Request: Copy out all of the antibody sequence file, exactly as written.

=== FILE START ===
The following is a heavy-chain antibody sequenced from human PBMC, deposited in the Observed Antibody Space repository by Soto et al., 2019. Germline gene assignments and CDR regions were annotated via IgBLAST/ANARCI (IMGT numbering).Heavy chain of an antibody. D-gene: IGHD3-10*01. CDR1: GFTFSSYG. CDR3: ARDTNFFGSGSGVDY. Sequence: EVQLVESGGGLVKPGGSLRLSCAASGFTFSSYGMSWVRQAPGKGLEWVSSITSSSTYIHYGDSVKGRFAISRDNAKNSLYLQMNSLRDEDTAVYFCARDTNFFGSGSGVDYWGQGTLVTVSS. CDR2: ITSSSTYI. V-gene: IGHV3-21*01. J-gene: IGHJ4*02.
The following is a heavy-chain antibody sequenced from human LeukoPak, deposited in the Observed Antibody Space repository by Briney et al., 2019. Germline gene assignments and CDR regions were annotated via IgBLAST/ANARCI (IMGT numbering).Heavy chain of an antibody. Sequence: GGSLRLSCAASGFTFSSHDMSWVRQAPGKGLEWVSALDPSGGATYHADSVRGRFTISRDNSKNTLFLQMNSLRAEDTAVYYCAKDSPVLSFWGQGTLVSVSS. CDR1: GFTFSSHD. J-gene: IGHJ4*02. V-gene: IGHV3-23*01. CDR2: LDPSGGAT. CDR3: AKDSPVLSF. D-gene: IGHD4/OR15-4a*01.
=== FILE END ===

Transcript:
The following is a heavy-chain antibody sequenced from human PBMC, deposited in the Observed Antibody Space repository by Soto et al., 2019. Germline gene assignments and CDR regions were annotated via IgBLAST/ANARCI (IMGT numbering).Heavy chain of an antibody. D-gene: IGHD3-10*01. CDR1: GFTFSSYG. CDR3: ARDTNFFGSGSGVDY. Sequence: EVQLVESGGGLVKPGGSLRLSCAASGFTFSSYGMSWVRQAPGKGLEWVSSITSSSTYIHYGDSVKGRFAISRDNAKNSLYLQMNSLRDEDTAVYFCARDTNFFGSGSGVDYWGQGTLVTVSS. CDR2: ITSSSTYI. V-gene: IGHV3-21*01. J-gene: IGHJ4*02.
The following is a heavy-chain antibody sequenced from human LeukoPak, deposited in the Observed Antibody Space repository by Briney et al., 2019. Germline gene assignments and CDR regions were annotated via IgBLAST/ANARCI (IMGT numbering).Heavy chain of an antibody. Sequence: GGSLRLSCAASGFTFSSHDMSWVRQAPGKGLEWVSALDPSGGATYHADSVRGRFTISRDNSKNTLFLQMNSLRAEDTAVYYCAKDSPVLSFWGQGTLVSVSS. CDR1: GFTFSSHD. J-gene: IGHJ4*02. V-gene: IGHV3-23*01. CDR2: LDPSGGAT. CDR3: AKDSPVLSF. D-gene: IGHD4/OR15-4a*01.